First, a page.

Even when it says “judge righteously between a man and his brother, or the stranger who is with him,” this provision cannot be mistaken for an endorsement of egalitarianism, for the stranger is referenced as being with an Israelite. The stranger had the benefit of representation only under the patronage of an Israelite. This provision, then, assures legal standing to foreign slaves, indentured servants, ambassadors, and contracted merchants. And the equity of such a policy is apparent, as a slave’s master rightly bears liability for the actions of his slave; for that matter, so too does the sponsor of a foreign worker. His guest-worker status is contingent upon the risk assessment and voluntarism of the native. The notion of “equal opportunity employment regardless of immigration status” is unknown to biblical law.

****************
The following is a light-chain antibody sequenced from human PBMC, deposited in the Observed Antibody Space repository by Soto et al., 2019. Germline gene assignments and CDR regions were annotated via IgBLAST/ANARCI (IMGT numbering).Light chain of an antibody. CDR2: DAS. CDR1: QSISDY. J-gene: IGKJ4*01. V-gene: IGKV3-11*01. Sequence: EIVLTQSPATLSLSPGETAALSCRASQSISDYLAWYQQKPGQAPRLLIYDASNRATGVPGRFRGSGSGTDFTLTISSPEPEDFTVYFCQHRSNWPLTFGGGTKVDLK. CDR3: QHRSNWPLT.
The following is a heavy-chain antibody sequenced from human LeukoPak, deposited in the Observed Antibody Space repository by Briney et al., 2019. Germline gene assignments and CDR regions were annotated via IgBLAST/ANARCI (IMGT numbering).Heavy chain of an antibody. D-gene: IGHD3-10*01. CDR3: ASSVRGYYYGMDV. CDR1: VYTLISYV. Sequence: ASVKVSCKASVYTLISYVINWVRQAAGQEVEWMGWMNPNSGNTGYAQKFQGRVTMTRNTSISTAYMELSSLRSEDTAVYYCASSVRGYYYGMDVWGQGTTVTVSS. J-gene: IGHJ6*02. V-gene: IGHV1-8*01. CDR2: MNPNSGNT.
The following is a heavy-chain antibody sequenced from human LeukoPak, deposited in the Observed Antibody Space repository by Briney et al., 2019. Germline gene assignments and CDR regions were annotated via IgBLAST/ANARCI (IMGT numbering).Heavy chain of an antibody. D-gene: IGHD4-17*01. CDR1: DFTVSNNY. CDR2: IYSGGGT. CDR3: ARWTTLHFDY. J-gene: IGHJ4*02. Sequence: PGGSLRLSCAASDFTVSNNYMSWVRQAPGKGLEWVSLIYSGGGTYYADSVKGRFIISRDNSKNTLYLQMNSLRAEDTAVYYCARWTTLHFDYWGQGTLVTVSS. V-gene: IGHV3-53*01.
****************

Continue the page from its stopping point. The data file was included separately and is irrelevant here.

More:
Though the reservations of Alienists toward such a policy would invariably fixate disproportionately on the stranger, they would conversely overlook the liability assumed by the Israelite patron. Insisting upon libertarian license for the alien, they hold any suggestion of ethnonationalist paternalism to be a “nativistic” and “racist” crime. But the law of partiality says just the opposite: it is basic justice. And the Decalogue affirms the same:
Remember the Sabbath day, to keep it holy. Six days you shall labor and do all your work, but the seventh day is the Sabbath of the Lord your God. In it you shall do no work: you, nor your son, nor your daughter, nor your male servant, nor your female servant, nor your cattle, nor your stranger who is within your gates (Exodus 20:8-10).